The Art of the Concept Album

Yesterday saw the official release of Zurich-based Marty McKay’s Sins Disciple; a widely ambitious concept album that runs the gamut from nu metal and rap rock. McKay has shared the stage with Vanilla Ice, and in a way, ends up sounding a little like his protégé as he internalizes the 7 deadly sins and fires off first person raps over the glitchy Euro beats and clean cut pop hooks.

The album, which comes equipped with an elaborate booklet of beautifully shot and staged photos, is also accompanied by a graphic novel which mirrors the themes and characters laid out in the music. It is an incredibly ostentatious debut that has a lot going for it on several levels, namely:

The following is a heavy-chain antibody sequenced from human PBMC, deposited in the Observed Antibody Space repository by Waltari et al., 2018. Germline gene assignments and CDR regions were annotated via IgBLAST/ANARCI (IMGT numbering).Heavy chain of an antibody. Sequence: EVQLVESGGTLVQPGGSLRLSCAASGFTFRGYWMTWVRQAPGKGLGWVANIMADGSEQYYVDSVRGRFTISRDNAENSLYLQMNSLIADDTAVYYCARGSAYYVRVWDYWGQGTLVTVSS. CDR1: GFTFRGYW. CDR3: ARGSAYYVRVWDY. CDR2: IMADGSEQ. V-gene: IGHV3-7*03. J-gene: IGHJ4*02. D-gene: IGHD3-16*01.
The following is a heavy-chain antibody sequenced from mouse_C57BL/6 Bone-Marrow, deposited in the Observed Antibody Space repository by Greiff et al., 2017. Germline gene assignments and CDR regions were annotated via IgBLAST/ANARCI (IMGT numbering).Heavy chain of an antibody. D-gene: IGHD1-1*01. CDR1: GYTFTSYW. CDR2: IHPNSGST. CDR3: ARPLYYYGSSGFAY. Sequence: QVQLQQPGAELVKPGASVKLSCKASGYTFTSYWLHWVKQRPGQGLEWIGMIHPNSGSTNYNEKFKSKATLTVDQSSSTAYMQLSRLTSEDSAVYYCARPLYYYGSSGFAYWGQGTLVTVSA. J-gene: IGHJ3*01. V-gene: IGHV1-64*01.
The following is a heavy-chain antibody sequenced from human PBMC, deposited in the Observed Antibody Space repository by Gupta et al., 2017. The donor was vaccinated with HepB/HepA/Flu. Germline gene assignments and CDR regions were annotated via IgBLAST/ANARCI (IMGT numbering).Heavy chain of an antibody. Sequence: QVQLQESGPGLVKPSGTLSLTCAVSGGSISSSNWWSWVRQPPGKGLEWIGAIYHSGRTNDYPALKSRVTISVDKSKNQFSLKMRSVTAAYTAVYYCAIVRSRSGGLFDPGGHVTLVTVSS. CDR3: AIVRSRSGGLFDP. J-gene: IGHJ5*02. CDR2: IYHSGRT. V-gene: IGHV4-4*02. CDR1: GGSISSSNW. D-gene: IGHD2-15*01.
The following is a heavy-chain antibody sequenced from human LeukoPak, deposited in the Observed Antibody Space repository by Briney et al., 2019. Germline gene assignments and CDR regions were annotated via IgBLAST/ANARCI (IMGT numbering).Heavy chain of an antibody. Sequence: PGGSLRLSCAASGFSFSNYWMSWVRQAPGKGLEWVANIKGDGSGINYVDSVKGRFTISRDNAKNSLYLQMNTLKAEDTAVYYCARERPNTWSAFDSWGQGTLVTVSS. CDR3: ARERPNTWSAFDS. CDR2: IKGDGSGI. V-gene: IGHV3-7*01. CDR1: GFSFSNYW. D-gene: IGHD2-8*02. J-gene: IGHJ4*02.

1) It stands at the vanguard of technology; weaving together several formats that are available in both the digital and physical realms.

2) The album and the book feed into each other, creating a multi-dimensional universe curated by McKay. If you dig either the music or the book, there is plenty more to expand on.

3) Besides the somewhat throwback nature of the music, the content is extremely current and enlightening without any intentional finger pointing or name dropping. It is a socio-political masterwork.

I tip my hat to McKay, who had the gumshoe to not only tackle such a grandiose feat for his debut, but to express the songs in English, a language which is not his native tongue. The reason, however, is obvious… McKay has his sights set on bringing his concept art to the masses and has done an extraordinary job completing such an ambitious undertaking.

Sins Disciple is available here

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